Stories by blair paddock

The Atlantic Looks Inside Alden Global Capital

(Rebecca Palmore / WTTW News)

McKay Coppins, who did a deep dive into Alden Global Capital, shares his insights into the hedge fund that bought the Chicago Tribune.

‘Our Fair Share’ Advocates for Distributing Annual Funds to Americans

(WTTW News)

Discussion and debate over a recently released book that advocates for a “citizen dividend” that would give cash to Americans.

New Film Inspired By 1987 Hijacking of WTTW’s Airwaves

Harry Shum Jr. plays AV tech whiz James in “Broadcast Signal Intrusion” (Courtesy Dark Sky Films)

Longtime WTTW fans may remember that back in 1987, our airwaves were hijacked by an unknown TV “pirate.” Now nearly 34 years later, it’s inspired a new film playing Thursday at the Chicago International Film Festival.

Fifth Third Bank Invests $20M in South Chicago Neighborhood

(WTTW News)

The infusion comes on the heels of Mayor Lori Lightfoot’s Invest South-West Initiative, a three-year program aimed at investing $750 million in developments across 10 neighborhoods, including South Chicago.

What Coming Out Day Means to Latino LGBTQ Leaders

Julio Rodriguez of ALMA and David Ernesto Munar from Howard Brown Health join “Chicago Tonight: Latino Voices.” (WTTW News)

Monday marks National Coming Out Day— an annual awareness day aimed at supporting lesbian, gay, bisexual and transgender people. What do that awareness and support mean for leaders in the Latino LGBTQ community? We hear from Julio Rodriguez of ALMA and David Ernesto Munar from Howard Brown Health.

Study: City Sees Decline in Affordable Housing

Renters are finding fewer affordable homes and apartments as the city sees a decline in units. (WTTW News)

Renters are finding fewer affordable homes and apartments as the city sees a decline in units. A new study from DePaul University shows the city experienced a 5.2% decline in affordable rental units over the past decade.

Chicago Public Media Board Moving to Acquire Sun-Times

The Board of Directors of Chicago Public Media— the parent of WBEZ— unanimously approved a non-binding letter of intent for the group and the Sun-Times to explore joining together as a local nonprofit news organization. (WTTW News)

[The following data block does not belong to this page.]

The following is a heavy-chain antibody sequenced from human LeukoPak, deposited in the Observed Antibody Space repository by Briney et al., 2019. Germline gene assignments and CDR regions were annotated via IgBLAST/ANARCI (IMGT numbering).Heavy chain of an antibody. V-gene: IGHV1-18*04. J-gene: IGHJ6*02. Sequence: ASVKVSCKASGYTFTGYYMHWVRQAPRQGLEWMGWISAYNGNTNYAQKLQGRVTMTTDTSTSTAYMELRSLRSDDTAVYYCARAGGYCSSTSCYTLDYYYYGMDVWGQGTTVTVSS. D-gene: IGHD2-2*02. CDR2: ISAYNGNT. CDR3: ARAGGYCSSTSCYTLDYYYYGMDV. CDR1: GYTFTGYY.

The Board of Directors of Chicago Public Media— the parent of WBEZ— unanimously approved a non-binding letter of intent for the group and the Sun-Times to explore joining together as a local nonprofit news organization.

El Milagro Employees Protest Poor Working Conditions at Tortilla Factory

A group of workers with tortilla maker El Milagro march across 26th Street to protest working conditions on Thursday, Sept. 23, 2021. (WTTW News)

Workers are back on the job after last week’s walkout. We hear about their working conditions and the latest on their organizing efforts.

WBEZ: Latest on the Bears’ Possible Soldier Field Exit

A rift between Chicago Bears leadership and the owner of Soldier Field— the Chicago Park District — may be brewing, as speculation swarms over whether the team is planning to relocate. (WTTW News)

A rift between Chicago Bears leadership and the owner of Soldier Field— the Chicago Park District — may be brewing, as speculation swarms over whether the team is planning to relocate. 

Increase in Pediatric Emergencies Driven by Other Respiratory Viruses, Not COVID, Doctors Say

An early surge in respiratory syncytial virus, or RSV, a common virus that usually appears in the winter, is driving an increase in patients going to the emergency room — unnecessarily. (WTTW News)

An early surge in RSV, a common virus that usually appears in the winter, is driving an unnecessary increase in patients going to the emergency room, doctors say.

Illinois’ House Speaker Emanuel ‘Chris’ Welch on Energy Bill and More

(WTTW News)

A massive energy bill became law this week and among other things, it aims to get Illinois carbon-free by 2045. Meanwhile, Illinois COVID vaccination rates slow as the delta variant surges. And the legislature’s veto session is coming up in a month.

What to Expect With the Upcoming Flu Season

(WTTW News)

As flu season approaches, the country is still grappling with a surge in COVID-19 infections driven largely by the delta variant. Will flu cases and the coronavirus result in a “twindemic” this year? A local doctor weighs in.

Ruby Ferguson Talks Food Equity Policy in Chicago

Ruby Ferguson appears on “Chicago Tonight” via Zoom on Monday, Sept. 6, 2021. (WTTW News)

Chicago has it’s first-ever food equity policy lead. Ruby Ferguson, who is taking on that role, will help address food insecurity across the city, which has been exacerbated by the pandemic.